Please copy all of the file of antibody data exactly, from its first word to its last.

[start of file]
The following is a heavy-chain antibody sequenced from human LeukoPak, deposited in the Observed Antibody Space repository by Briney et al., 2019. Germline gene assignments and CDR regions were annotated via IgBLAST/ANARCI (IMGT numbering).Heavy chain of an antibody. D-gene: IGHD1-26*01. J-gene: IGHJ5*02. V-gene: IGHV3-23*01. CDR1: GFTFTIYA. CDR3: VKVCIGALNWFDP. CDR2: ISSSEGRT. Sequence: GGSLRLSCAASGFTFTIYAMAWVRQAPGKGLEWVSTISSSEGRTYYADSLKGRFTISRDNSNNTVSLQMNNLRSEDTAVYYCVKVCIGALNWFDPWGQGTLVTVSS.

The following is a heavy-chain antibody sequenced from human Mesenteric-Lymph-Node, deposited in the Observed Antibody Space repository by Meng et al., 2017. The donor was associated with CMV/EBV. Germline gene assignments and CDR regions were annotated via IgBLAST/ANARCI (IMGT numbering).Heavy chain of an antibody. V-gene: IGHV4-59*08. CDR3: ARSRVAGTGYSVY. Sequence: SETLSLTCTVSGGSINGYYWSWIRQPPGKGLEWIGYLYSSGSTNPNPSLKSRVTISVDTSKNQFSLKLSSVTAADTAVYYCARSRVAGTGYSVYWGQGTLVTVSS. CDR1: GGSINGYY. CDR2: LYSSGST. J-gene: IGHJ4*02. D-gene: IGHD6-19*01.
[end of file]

The following is a heavy-chain antibody sequenced from human LeukoPak, deposited in the Observed Antibody Space repository by Briney et al., 2019. Germline gene assignments and CDR regions were annotated via IgBLAST/ANARCI (IMGT numbering).Heavy chain of an antibody. D-gene: IGHD1-26*01. J-gene: IGHJ5*02. V-gene: IGHV3-23*01. CDR1: GFTFTIYA. CDR3: VKVCIGALNWFDP. CDR2: ISSSEGRT. Sequence: GGSLRLSCAASGFTFTIYAMAWVRQAPGKGLEWVSTISSSEGRTYYADSLKGRFTISRDNSNNTVSLQMNNLRSEDTAVYYCVKVCIGALNWFDPWGQGTLVTVSS.

The following is a heavy-chain antibody sequenced from human Mesenteric-Lymph-Node, deposited in the Observed Antibody Space repository by Meng et al., 2017. The donor was associated with CMV/EBV. Germline gene assignments and CDR regions were annotated via IgBLAST/ANARCI (IMGT numbering).Heavy chain of an antibody. V-gene: IGHV4-59*08. CDR3: ARSRVAGTGYSVY. Sequence: SETLSLTCTVSGGSINGYYWSWIRQPPGKGLEWIGYLYSSGSTNPNPSLKSRVTISVDTSKNQFSLKLSSVTAADTAVYYCARSRVAGTGYSVYWGQGTLVTVSS. CDR1: GGSINGYY. CDR2: LYSSGST. J-gene: IGHJ4*02. D-gene: IGHD6-19*01.